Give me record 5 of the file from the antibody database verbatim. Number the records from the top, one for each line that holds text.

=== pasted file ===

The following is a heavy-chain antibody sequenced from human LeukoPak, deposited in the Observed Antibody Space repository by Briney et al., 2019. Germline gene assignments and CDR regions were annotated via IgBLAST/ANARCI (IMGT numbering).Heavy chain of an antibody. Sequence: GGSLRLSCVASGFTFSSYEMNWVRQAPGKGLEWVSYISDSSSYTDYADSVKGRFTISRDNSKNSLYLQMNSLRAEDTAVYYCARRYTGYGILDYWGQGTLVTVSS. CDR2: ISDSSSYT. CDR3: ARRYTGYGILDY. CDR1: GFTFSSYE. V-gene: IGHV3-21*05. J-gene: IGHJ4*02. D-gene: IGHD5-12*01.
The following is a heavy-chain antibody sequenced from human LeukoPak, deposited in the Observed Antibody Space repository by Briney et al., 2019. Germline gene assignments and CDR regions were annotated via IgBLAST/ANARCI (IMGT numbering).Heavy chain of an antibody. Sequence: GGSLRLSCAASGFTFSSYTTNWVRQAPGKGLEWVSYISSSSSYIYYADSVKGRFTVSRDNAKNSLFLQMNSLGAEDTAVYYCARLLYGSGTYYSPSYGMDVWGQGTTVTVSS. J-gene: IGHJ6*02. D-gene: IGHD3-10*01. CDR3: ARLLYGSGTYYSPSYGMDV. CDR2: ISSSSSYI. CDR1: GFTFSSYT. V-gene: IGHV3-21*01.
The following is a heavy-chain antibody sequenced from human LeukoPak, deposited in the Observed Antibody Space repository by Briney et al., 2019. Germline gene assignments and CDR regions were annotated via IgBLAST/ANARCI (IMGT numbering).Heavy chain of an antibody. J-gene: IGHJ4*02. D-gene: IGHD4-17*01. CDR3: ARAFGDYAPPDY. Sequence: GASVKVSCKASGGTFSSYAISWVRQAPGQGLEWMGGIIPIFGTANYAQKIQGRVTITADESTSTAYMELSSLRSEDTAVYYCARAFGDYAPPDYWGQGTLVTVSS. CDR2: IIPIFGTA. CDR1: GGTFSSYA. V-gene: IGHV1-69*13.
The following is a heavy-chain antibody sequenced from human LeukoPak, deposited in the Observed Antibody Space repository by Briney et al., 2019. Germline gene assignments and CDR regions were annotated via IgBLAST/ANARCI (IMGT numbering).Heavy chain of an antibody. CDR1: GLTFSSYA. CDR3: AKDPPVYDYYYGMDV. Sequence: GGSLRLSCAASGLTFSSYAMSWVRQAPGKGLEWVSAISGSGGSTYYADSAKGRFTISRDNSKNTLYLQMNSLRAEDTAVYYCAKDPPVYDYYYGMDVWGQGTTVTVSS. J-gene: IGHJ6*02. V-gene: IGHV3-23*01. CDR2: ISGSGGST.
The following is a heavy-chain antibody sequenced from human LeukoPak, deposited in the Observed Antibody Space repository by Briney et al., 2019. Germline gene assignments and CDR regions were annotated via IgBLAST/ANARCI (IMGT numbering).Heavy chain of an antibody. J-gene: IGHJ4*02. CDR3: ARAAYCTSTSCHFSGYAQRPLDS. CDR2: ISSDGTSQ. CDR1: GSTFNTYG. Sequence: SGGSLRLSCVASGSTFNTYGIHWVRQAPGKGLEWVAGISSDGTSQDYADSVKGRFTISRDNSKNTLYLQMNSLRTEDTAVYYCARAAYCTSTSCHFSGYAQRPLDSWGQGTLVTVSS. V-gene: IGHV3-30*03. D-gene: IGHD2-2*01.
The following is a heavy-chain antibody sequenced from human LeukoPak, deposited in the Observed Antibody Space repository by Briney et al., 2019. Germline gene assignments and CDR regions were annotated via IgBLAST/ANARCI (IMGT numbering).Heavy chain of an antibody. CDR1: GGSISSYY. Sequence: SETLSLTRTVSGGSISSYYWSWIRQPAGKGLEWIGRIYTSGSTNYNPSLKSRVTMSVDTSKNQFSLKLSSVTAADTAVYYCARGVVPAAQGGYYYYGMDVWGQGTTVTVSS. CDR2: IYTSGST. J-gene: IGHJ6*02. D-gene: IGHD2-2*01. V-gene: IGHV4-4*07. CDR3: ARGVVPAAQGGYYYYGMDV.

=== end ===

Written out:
The following is a heavy-chain antibody sequenced from human LeukoPak, deposited in the Observed Antibody Space repository by Briney et al., 2019. Germline gene assignments and CDR regions were annotated via IgBLAST/ANARCI (IMGT numbering).Heavy chain of an antibody. J-gene: IGHJ4*02. CDR3: ARAAYCTSTSCHFSGYAQRPLDS. CDR2: ISSDGTSQ. CDR1: GSTFNTYG. Sequence: SGGSLRLSCVASGSTFNTYGIHWVRQAPGKGLEWVAGISSDGTSQDYADSVKGRFTISRDNSKNTLYLQMNSLRTEDTAVYYCARAAYCTSTSCHFSGYAQRPLDSWGQGTLVTVSS. V-gene: IGHV3-30*03. D-gene: IGHD2-2*01.